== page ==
28 December 2017 Department of Computer Science Student

28 December 2017 – Computer Science PhD student Chitralekha Gupta won the Asia-Pacific Signal and Information Processing Association Annual Summit and Conference (APSIPA ASC) 2017 Best Student Paper Award.

The APSIPA ASC conference, held at Kuala Lumpur from 12 to 15 December this year, is a gathering of researchers in the field of signal and information, to submit their work for review. A total of 349 accepted papers were published and presented in the conference.

Gupta’s winning paper, “Perceptual Evaluation of Singing Quality (PESnQ)”, developed a perceptually relevant score, PESnQ, that automatically assesses singing quality. With singing pedagogy heavily relying on human evaluation, evaluation criterion for singing is not conveniently available to ordinary people who want to learn the skill.

“PESnQ could serve as a complement to singing lessons, and make singing training more reachable to the masses,” said Gupta.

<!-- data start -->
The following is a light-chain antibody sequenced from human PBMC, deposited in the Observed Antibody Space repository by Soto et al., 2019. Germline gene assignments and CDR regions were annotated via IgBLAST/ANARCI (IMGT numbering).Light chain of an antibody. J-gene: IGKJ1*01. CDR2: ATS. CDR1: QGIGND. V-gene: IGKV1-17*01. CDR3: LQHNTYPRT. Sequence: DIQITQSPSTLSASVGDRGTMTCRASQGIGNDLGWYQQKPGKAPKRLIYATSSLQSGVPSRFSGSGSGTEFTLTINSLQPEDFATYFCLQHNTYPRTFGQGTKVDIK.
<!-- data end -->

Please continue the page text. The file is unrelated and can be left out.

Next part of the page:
Gupta authored the paper with NUS Computing Associate Professor Wang Ye and NUS Faculty of Engineering Professor Li Haizhou. To create their new model, the team had to compute features based on singing parameters, like intonation and rhythm, with a cognitive modelling theory used in the Perceptual Evaluation of Speech Quality (PESQ), a well-known speech telecommunication standard.

“The idea of developing a perceptually-relevant standard for singing quality, with parallels to PESQ, the standard in speech telecommunication, was different and appealing,” said Gupta.

To validate their system, the team correlated their proposed singing quality score with ones given by expert human judges, and compared the results with known baseline systems. Results showed that PESnQ’s correlation with human ratings were over 96% more accurate than baseline systems.

“Validating the system was the most challenging part. We had to search for trained musicians who were ready to subjectively judge all the singers in our dataset. Also, this work was highly dependent on singing data that we collected from NUS students, as well as the human validation data for which I am thankful to the trained musicians who agreed to help us out,” Gupta added.

“It was a very pleasant surprise for me [when I learnt of the results], especially given that I had seen some really good work in the conference. It is encouraging to know that my PhD work is indeed headed in the right direction.”

Gupta is in the NUS Graduate School for Integrative Sciences and Engineering, associated with the School of Computing's Computer Science department. She is in the Sound and Music Computing Lab and under the supervision of A/P Wang. Her research area focuses on objective assessment techniques for speech and singing.